The Breker Trekker
Tom Anderson, VP of Marketing
Tom Anderson is vice president of Marketing for Breker Verification Systems. He previously served as Product Management Group Director for Advanced Verification Solutions at Cadence, Technical Marketing Director in the Verification Group at Synopsys and Vice President of Applications Engineering at … More »
Report from the 2015 Silicon Valley IP Users Conference
October 22nd, 2015 by Tom Anderson, VP of Marketing
One of the most interesting events I attended last year was the 2014 Silicon Valley IP Users Conference, organized and presented by IPextreme and their Constellations program partners. It was a wonderfully well-organized day, with excellent speakers in the fun environment of San Jose’s Winchester Mystery House. On Tuesday of this week, I attended the 2015 version of the conference and once again was impressed by both the technical content and the networking opportunities.
This year we were nestled in the foothills of Los Gatos at the historic Testarossa Winery, coincidentally on the same day that Manresa Restaurant just down the street was awarded its third Michelin star. With a wine tasting after the presentations, we were all in a celebratory mood. I was most intrigued by the panels, so I’d like to devote today’s post to a summary of some of the more interesting points I heard and what they might mean for the semiconductor industry, the EDA industry, and Breker.
The morning panel discussed the “State of the Semiconductor IP Market: Where are we? Where are we going?” and was moderated by well-known journalist Ed Sperling of SemiconductorEngineering. The panelists were from camera/display IP vendor Apical, ARM, EDA promotions firm EdaBuzz, and eSilicon. They provided a wide perspective of creating IP, selling IP, evaluating IP, and using IP in chip designs.
The most provocative question that Ed asked the panelists was whether the IP industry is mature, or still an “awkward teenager.” The consensus tended toward the latter, with comments that this is in many ways a good thing. Lack of maturity also means lack of calcification. IP companies can still be flexible in their business models, there is plenty of room for innovation by small IP suppliers, and the IP industry is growing faster than traditional EDA.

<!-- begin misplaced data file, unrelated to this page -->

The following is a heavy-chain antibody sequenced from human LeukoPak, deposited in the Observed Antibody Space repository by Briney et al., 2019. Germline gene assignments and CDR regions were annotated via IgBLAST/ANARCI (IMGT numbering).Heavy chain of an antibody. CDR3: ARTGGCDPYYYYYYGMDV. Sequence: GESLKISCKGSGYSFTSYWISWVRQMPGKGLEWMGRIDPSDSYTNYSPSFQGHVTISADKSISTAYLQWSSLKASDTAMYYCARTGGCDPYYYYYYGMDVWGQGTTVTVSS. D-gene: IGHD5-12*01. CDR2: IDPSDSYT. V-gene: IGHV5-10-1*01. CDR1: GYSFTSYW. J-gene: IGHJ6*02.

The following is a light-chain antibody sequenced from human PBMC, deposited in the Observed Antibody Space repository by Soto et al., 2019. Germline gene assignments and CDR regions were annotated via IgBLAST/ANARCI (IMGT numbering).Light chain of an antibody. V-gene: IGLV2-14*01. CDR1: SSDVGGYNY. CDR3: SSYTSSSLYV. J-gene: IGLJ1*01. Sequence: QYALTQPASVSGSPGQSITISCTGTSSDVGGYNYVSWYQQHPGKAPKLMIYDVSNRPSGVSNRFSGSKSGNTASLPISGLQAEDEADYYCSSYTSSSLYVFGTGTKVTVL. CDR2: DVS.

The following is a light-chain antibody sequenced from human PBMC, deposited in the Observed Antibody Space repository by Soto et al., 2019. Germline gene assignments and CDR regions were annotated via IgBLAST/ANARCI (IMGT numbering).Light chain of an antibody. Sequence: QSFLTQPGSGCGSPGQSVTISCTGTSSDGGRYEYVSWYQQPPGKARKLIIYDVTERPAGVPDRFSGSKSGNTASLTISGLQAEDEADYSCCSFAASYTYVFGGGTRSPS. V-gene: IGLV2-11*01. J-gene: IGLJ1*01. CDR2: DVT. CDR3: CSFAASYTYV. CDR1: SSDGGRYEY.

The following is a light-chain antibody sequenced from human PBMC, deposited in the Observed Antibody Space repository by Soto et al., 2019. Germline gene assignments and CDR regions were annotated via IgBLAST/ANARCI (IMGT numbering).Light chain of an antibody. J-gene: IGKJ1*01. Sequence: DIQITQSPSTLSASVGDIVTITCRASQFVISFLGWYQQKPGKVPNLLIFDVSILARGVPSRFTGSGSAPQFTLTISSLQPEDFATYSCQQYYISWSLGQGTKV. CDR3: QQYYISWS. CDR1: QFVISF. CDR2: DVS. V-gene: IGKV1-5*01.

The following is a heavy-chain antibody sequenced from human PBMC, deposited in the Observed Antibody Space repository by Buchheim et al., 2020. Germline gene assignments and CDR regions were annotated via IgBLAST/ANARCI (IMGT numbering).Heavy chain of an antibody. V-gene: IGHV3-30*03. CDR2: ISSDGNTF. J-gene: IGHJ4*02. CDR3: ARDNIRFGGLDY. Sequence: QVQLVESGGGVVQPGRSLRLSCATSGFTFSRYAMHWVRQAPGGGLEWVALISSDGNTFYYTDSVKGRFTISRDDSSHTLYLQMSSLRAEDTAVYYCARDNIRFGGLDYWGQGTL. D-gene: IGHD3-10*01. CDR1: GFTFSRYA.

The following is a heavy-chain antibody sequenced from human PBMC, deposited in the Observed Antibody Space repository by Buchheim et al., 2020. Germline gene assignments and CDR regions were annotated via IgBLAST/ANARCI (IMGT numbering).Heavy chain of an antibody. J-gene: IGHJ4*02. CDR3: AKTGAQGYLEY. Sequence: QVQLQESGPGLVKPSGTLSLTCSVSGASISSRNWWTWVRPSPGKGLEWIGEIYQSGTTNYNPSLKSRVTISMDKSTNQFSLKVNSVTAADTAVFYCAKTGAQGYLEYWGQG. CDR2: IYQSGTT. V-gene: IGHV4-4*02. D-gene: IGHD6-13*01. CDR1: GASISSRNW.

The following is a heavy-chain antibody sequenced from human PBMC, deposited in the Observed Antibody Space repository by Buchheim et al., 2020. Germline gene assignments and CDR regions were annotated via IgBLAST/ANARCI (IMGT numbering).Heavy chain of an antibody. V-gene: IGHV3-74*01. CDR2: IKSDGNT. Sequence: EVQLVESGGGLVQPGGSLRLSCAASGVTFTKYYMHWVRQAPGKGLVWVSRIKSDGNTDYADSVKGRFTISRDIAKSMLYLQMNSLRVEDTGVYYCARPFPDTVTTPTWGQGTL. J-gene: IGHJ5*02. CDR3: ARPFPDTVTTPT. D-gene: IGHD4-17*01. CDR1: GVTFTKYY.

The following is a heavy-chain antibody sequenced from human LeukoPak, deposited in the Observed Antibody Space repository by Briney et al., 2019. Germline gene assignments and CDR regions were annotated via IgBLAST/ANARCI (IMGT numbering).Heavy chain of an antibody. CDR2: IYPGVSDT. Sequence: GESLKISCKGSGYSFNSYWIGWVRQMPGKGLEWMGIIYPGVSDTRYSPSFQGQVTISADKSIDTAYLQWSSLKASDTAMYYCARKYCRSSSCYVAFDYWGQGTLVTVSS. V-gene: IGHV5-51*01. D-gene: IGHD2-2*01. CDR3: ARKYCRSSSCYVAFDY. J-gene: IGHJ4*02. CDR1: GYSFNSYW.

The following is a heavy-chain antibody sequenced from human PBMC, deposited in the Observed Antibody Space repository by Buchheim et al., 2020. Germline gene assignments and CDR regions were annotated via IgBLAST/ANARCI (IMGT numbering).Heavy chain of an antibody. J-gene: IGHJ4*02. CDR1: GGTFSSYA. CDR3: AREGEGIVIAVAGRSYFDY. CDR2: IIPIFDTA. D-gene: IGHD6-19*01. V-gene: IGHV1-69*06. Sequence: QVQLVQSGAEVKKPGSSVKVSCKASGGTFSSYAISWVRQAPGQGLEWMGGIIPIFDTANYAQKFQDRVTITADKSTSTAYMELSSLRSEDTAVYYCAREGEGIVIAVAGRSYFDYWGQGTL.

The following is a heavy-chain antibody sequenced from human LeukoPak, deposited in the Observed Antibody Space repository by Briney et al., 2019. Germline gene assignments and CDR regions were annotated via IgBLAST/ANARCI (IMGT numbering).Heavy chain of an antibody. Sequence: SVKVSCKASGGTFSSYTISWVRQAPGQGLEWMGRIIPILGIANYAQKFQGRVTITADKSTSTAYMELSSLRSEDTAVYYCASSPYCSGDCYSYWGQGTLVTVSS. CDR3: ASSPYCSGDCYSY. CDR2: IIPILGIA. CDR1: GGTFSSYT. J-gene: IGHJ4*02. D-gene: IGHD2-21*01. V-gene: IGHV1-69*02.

There was some discussion about consolidation, which turned out to be a hot topic continuing informally during lunch. There has been some consolidation in the IP business itself, noting that Cadence as well as Synopsys has now made numerous acquisitions and major investments in this area. But consolidation among customers seemed to be the bigger concern. I have blogged before about consolidation in the semiconductor industry, and its impact on EDA. Any time that two competing projects are combined into one after a merger, there is potential loss of revenue for EDA.
Assuming that the single product sells about the same as two competing products, one could argue that the impact on IP royalties would be minimal. But of course up-front licensing costs could be reduced significantly, and even the royalty rate might be less given that a single vendor would be shipping higher volumes. Both panels hit on the themes of high quality IP and excellent customer services as keys to a successful executing of the IP business model despite pricing pressures.
The afternoon panel asked “IP: Product or Service?” and was moderated by Rich Goldman from Silicon Catalyst, a new incubator for semiconductor startups. The panelists represented Freescale, IDT, Lattice Semiconductor, IP vendor NGCodec, and Open-Silicon. The seemingly simple question posed by the panel title had many nuanced answers from the diverse group of panelists. It was clear that the IP model spans a continuum from pure consulting to fully standardized products.
Several of the vendors stated that customization was an essential component to their business, to the extent that some have never shipped exactly the same product twice. Tweaks for process, power, area, performance, and reliability are often requested by customers and may be the single biggest factor in choosing an IP supplier. This was said to sometimes be the case even when an in-house IP development team is competing for the design-in. The idea of an IP product with a small associated service component seems to be common.
Panelists were quick to point out that this business model is very different from a pure consulting services play, which is much harder to grow and manage. In fact, many IP companies started as services providers but transformed as they identified design blocks that could be sold as products to multiple customers. I asked how configurable IP,whether in the hands of the supplier or the customer, fit into the model. The response was that predefined configuration is a product feature and not the same as per-customer customization.
My final topic, and the one that most intrigued me last year, is how the Internet of Things (IoT) will (or won’t) change the semiconductor, IP, and EDA industries. At the 2014 event I heard the speakers say that there will likely be many new chip designs for IoT, but there seemed to be more restraint this year. A couple of the panelists mentioned that IoT applications will try to use off-the-shelf solutions whenever possible, with more custom chips developed over time. So I’m still bullish on IoT for Breker and EDA in general, but perhaps it will take some time for us to see the full effects.
Thank you to IPextreme for hosting a most enjoyable event and for arranging provocative speakers and panelists.
The truth is out there … sometimes it’s in a blog.